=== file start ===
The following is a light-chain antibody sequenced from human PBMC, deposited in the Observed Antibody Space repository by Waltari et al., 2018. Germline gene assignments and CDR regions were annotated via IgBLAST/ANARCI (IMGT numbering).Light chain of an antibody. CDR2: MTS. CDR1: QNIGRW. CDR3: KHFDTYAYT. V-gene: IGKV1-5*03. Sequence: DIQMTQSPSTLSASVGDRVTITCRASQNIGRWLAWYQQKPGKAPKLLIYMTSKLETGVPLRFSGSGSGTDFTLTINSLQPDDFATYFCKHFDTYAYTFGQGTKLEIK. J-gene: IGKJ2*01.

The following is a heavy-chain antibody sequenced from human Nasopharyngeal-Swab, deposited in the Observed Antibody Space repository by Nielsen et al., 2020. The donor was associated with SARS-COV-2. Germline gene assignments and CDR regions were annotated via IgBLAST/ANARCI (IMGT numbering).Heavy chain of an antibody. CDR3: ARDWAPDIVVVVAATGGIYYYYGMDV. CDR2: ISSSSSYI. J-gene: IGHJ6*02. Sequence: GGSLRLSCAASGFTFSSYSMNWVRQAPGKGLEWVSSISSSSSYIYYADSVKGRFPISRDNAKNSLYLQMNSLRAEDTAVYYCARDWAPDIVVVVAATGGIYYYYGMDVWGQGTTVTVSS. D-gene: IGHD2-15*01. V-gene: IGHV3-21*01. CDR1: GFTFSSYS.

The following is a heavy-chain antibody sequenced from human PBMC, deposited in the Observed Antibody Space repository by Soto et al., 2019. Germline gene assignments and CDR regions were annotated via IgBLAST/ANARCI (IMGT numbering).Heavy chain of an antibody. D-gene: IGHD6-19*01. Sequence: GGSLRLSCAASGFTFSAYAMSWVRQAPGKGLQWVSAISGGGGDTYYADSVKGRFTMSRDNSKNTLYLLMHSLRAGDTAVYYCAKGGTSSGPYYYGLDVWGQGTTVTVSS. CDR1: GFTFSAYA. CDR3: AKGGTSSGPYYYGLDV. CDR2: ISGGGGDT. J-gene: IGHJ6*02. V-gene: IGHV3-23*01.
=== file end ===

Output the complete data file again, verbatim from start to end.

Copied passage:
The following is a light-chain antibody sequenced from human PBMC, deposited in the Observed Antibody Space repository by Waltari et al., 2018. Germline gene assignments and CDR regions were annotated via IgBLAST/ANARCI (IMGT numbering).Light chain of an antibody. CDR2: MTS. CDR1: QNIGRW. CDR3: KHFDTYAYT. V-gene: IGKV1-5*03. Sequence: DIQMTQSPSTLSASVGDRVTITCRASQNIGRWLAWYQQKPGKAPKLLIYMTSKLETGVPLRFSGSGSGTDFTLTINSLQPDDFATYFCKHFDTYAYTFGQGTKLEIK. J-gene: IGKJ2*01.

The following is a heavy-chain antibody sequenced from human Nasopharyngeal-Swab, deposited in the Observed Antibody Space repository by Nielsen et al., 2020. The donor was associated with SARS-COV-2. Germline gene assignments and CDR regions were annotated via IgBLAST/ANARCI (IMGT numbering).Heavy chain of an antibody. CDR3: ARDWAPDIVVVVAATGGIYYYYGMDV. CDR2: ISSSSSYI. J-gene: IGHJ6*02. Sequence: GGSLRLSCAASGFTFSSYSMNWVRQAPGKGLEWVSSISSSSSYIYYADSVKGRFPISRDNAKNSLYLQMNSLRAEDTAVYYCARDWAPDIVVVVAATGGIYYYYGMDVWGQGTTVTVSS. D-gene: IGHD2-15*01. V-gene: IGHV3-21*01. CDR1: GFTFSSYS.

The following is a heavy-chain antibody sequenced from human PBMC, deposited in the Observed Antibody Space repository by Soto et al., 2019. Germline gene assignments and CDR regions were annotated via IgBLAST/ANARCI (IMGT numbering).Heavy chain of an antibody. D-gene: IGHD6-19*01. Sequence: GGSLRLSCAASGFTFSAYAMSWVRQAPGKGLQWVSAISGGGGDTYYADSVKGRFTMSRDNSKNTLYLLMHSLRAGDTAVYYCAKGGTSSGPYYYGLDVWGQGTTVTVSS. CDR1: GFTFSAYA. CDR3: AKGGTSSGPYYYGLDV. CDR2: ISGGGGDT. J-gene: IGHJ6*02. V-gene: IGHV3-23*01.